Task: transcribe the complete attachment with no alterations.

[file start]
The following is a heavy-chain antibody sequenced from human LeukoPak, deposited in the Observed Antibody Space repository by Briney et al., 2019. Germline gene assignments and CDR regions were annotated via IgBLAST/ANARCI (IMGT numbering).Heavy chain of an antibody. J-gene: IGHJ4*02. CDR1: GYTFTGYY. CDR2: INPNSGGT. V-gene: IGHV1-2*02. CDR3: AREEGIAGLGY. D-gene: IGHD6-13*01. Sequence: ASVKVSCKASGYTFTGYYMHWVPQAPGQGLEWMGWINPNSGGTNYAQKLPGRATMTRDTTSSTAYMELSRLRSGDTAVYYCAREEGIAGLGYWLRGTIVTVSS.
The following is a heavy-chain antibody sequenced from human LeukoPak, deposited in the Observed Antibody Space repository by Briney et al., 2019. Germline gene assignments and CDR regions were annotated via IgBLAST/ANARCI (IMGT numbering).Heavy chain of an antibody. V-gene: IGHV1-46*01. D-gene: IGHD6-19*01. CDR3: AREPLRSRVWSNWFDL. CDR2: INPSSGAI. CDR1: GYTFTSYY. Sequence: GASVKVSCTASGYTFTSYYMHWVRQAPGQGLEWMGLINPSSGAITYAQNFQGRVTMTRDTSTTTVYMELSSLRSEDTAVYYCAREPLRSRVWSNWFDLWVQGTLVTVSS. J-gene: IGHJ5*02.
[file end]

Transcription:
The following is a heavy-chain antibody sequenced from human LeukoPak, deposited in the Observed Antibody Space repository by Briney et al., 2019. Germline gene assignments and CDR regions were annotated via IgBLAST/ANARCI (IMGT numbering).Heavy chain of an antibody. J-gene: IGHJ4*02. CDR1: GYTFTGYY. CDR2: INPNSGGT. V-gene: IGHV1-2*02. CDR3: AREEGIAGLGY. D-gene: IGHD6-13*01. Sequence: ASVKVSCKASGYTFTGYYMHWVPQAPGQGLEWMGWINPNSGGTNYAQKLPGRATMTRDTTSSTAYMELSRLRSGDTAVYYCAREEGIAGLGYWLRGTIVTVSS.
The following is a heavy-chain antibody sequenced from human LeukoPak, deposited in the Observed Antibody Space repository by Briney et al., 2019. Germline gene assignments and CDR regions were annotated via IgBLAST/ANARCI (IMGT numbering).Heavy chain of an antibody. V-gene: IGHV1-46*01. D-gene: IGHD6-19*01. CDR3: AREPLRSRVWSNWFDL. CDR2: INPSSGAI. CDR1: GYTFTSYY. Sequence: GASVKVSCTASGYTFTSYYMHWVRQAPGQGLEWMGLINPSSGAITYAQNFQGRVTMTRDTSTTTVYMELSSLRSEDTAVYYCAREPLRSRVWSNWFDLWVQGTLVTVSS. J-gene: IGHJ5*02.